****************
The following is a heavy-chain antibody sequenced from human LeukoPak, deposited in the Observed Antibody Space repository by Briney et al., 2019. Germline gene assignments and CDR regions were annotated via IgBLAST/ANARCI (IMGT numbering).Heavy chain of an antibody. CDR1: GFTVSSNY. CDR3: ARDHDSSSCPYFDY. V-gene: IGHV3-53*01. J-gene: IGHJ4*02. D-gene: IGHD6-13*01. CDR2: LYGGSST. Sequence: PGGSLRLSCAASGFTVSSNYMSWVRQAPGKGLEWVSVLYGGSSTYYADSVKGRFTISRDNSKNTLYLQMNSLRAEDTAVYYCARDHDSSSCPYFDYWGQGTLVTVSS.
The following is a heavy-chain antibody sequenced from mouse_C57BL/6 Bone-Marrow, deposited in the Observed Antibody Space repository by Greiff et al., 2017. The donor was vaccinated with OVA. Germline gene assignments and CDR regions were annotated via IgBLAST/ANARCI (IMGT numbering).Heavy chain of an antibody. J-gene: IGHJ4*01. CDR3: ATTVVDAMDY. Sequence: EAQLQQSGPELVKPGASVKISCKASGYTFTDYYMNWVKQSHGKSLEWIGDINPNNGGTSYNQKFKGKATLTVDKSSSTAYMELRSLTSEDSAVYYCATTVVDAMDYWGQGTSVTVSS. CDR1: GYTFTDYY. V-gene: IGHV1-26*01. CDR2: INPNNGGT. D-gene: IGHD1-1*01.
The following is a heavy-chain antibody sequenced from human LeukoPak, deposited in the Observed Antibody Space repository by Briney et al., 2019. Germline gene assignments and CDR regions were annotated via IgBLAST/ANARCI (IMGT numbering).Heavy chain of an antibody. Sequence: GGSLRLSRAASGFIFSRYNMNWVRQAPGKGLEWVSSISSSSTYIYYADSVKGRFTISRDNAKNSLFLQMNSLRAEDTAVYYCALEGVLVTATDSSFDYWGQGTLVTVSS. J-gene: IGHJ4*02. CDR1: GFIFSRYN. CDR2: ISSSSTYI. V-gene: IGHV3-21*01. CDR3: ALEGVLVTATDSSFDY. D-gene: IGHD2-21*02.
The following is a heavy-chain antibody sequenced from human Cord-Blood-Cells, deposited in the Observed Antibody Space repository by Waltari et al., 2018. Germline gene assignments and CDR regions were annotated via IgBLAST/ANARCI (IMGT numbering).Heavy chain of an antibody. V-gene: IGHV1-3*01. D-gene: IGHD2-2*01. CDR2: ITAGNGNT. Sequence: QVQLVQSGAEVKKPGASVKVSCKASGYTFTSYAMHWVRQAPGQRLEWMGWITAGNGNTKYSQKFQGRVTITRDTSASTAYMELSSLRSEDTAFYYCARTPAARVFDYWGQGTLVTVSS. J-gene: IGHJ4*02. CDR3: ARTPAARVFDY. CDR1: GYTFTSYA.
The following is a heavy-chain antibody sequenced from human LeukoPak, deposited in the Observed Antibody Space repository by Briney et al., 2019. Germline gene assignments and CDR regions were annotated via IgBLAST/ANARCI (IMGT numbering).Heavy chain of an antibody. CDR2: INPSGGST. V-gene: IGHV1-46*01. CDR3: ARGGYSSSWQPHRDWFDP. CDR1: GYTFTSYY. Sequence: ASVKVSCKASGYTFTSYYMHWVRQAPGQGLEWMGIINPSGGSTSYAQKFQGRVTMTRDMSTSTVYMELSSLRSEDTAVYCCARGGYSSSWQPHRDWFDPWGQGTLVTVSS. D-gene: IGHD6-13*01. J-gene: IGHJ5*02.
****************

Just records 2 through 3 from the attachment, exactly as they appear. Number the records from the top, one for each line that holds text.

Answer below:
The following is a heavy-chain antibody sequenced from mouse_C57BL/6 Bone-Marrow, deposited in the Observed Antibody Space repository by Greiff et al., 2017. The donor was vaccinated with OVA. Germline gene assignments and CDR regions were annotated via IgBLAST/ANARCI (IMGT numbering).Heavy chain of an antibody. J-gene: IGHJ4*01. CDR3: ATTVVDAMDY. Sequence: EAQLQQSGPELVKPGASVKISCKASGYTFTDYYMNWVKQSHGKSLEWIGDINPNNGGTSYNQKFKGKATLTVDKSSSTAYMELRSLTSEDSAVYYCATTVVDAMDYWGQGTSVTVSS. CDR1: GYTFTDYY. V-gene: IGHV1-26*01. CDR2: INPNNGGT. D-gene: IGHD1-1*01.
The following is a heavy-chain antibody sequenced from human LeukoPak, deposited in the Observed Antibody Space repository by Briney et al., 2019. Germline gene assignments and CDR regions were annotated via IgBLAST/ANARCI (IMGT numbering).Heavy chain of an antibody. Sequence: GGSLRLSRAASGFIFSRYNMNWVRQAPGKGLEWVSSISSSSTYIYYADSVKGRFTISRDNAKNSLFLQMNSLRAEDTAVYYCALEGVLVTATDSSFDYWGQGTLVTVSS. J-gene: IGHJ4*02. CDR1: GFIFSRYN. CDR2: ISSSSTYI. V-gene: IGHV3-21*01. CDR3: ALEGVLVTATDSSFDY. D-gene: IGHD2-21*02.